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In the last blog, we know that there are "number" games n+1=(n| ) and -(n+1)=( |n). It is easy to see that in all positive integers, L will be the winner. Indeed, for any games of the form ((X| )| ), L will be the winner, as R can never be able to make a move.

How about negative integers ( |n)? If L is the first player, he loses as he cannot make a move. If R is the first player, the next configuration is the game n, and R is the loser. Therefore the second player will always be the winner.

Lets consider ( |-n). Who wins?

If L is the first player, he loses. If R is the first player, the next configuration is the game -n with L makes the first move -- but for the game -n, the one who makes the first move loses--and so L loses again. It is a game that R wins.

Lets consider (n|-m). Who wins?

If L is the first player, the next configuration is n, and so L wins. If R is the first player, the next configuration is -m with L makes the first move, and so R wins. It is a game that the first player wins.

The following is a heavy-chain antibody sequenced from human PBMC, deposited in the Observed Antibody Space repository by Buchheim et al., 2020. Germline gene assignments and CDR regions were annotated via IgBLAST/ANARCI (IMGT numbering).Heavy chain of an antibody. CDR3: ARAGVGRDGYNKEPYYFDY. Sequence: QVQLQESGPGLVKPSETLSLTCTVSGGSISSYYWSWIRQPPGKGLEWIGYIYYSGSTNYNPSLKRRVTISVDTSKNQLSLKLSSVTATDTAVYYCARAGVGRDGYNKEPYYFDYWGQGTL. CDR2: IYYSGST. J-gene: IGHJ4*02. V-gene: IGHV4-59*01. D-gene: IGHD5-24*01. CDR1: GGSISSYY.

Lets consider a little bit more complicated ( |n,-m). Who wins?

If L is the first player, he loses. If R is the first player, he can choose the next configuration to be n or -m (and L makes the first move): If R chooses n, he loses; if R chooses -m, he wins.

It is a game that there is no definite winner, but R has a winning strategy - choosing -m if he is the second player.

Lets consider (n|n, -m). Who wins?

If L is the first player, he wins. If R is the first player, he wins only if he chooses -m.

It is a game of which the first player has a winning strategy.

Lets consider (( |n,m),( |-n)|n, -m). Who wins?

Again, it is a game that the first player has a winner strategy: If L is the first, he should choose ( |n,m); If R is the first, he should choose -m.

It is not that complicated, right.....?